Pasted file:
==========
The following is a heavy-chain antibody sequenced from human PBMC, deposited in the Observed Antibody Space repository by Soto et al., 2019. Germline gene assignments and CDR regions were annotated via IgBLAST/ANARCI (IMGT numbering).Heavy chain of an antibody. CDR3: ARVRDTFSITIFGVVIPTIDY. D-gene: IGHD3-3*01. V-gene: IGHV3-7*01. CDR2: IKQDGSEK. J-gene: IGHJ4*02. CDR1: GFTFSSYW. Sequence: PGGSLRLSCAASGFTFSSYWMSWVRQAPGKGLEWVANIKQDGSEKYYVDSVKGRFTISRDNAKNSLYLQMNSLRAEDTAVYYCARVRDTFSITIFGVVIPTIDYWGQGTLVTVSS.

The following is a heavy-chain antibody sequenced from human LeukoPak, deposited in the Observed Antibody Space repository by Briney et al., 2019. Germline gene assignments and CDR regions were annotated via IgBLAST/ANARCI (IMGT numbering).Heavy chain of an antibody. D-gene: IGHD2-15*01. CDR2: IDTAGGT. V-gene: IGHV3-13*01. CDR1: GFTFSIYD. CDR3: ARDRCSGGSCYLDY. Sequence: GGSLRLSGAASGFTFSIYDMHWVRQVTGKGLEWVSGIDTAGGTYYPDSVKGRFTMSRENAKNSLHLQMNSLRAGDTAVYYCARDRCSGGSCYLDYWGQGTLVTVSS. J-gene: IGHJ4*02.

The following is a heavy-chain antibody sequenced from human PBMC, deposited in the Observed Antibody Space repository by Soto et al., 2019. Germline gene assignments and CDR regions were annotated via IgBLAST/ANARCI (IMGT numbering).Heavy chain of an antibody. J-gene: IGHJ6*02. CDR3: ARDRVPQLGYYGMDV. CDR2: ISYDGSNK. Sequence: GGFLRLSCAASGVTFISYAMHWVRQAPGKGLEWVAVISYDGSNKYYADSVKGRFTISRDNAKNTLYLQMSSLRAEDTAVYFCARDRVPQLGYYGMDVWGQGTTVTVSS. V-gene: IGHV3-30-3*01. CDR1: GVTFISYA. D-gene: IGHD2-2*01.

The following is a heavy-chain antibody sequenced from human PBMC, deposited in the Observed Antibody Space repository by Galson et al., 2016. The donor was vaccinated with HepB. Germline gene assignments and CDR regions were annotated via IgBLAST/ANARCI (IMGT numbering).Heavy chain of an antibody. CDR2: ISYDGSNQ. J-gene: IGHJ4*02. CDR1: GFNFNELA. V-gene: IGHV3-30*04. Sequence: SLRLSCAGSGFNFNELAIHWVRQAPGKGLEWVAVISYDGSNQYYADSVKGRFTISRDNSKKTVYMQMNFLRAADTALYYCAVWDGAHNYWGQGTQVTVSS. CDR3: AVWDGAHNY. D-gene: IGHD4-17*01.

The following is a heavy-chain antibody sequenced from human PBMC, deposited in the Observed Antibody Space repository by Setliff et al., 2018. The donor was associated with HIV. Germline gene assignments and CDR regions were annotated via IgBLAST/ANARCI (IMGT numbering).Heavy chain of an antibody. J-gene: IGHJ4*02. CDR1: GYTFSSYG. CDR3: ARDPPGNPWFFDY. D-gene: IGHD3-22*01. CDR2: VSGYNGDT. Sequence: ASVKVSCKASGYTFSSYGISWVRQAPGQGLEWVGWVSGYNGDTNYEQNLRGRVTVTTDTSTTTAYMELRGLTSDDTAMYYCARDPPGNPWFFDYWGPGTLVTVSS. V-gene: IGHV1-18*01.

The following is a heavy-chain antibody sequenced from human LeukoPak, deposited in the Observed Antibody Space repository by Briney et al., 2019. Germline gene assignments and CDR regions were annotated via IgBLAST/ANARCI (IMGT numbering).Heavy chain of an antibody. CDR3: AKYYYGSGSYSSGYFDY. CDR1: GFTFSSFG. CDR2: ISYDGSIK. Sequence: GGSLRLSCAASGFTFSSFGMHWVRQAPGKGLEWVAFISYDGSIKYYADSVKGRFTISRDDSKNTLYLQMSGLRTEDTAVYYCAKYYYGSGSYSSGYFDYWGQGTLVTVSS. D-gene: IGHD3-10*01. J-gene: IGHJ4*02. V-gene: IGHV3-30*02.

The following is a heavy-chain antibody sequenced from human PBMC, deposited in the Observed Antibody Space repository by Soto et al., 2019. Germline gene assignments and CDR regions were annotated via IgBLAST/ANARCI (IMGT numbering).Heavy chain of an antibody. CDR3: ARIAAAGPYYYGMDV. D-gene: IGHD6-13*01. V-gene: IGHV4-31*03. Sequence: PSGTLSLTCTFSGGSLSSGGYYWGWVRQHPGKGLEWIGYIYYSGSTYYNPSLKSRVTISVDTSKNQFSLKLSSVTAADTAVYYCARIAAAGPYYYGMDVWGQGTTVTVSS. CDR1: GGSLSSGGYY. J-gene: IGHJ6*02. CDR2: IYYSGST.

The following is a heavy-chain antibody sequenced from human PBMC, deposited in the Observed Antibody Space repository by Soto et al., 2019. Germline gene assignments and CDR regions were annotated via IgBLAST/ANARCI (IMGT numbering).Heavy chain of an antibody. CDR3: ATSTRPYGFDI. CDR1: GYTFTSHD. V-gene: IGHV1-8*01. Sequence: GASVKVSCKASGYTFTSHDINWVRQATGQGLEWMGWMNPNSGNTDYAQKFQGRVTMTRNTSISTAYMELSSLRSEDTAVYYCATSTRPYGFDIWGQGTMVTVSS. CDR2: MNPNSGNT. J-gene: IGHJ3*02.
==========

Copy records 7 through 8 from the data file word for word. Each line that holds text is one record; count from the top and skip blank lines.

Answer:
The following is a heavy-chain antibody sequenced from human PBMC, deposited in the Observed Antibody Space repository by Soto et al., 2019. Germline gene assignments and CDR regions were annotated via IgBLAST/ANARCI (IMGT numbering).Heavy chain of an antibody. CDR3: ARIAAAGPYYYGMDV. D-gene: IGHD6-13*01. V-gene: IGHV4-31*03. Sequence: PSGTLSLTCTFSGGSLSSGGYYWGWVRQHPGKGLEWIGYIYYSGSTYYNPSLKSRVTISVDTSKNQFSLKLSSVTAADTAVYYCARIAAAGPYYYGMDVWGQGTTVTVSS. CDR1: GGSLSSGGYY. J-gene: IGHJ6*02. CDR2: IYYSGST.

The following is a heavy-chain antibody sequenced from human PBMC, deposited in the Observed Antibody Space repository by Soto et al., 2019. Germline gene assignments and CDR regions were annotated via IgBLAST/ANARCI (IMGT numbering).Heavy chain of an antibody. CDR3: ATSTRPYGFDI. CDR1: GYTFTSHD. V-gene: IGHV1-8*01. Sequence: GASVKVSCKASGYTFTSHDINWVRQATGQGLEWMGWMNPNSGNTDYAQKFQGRVTMTRNTSISTAYMELSSLRSEDTAVYYCATSTRPYGFDIWGQGTMVTVSS. CDR2: MNPNSGNT. J-gene: IGHJ3*02.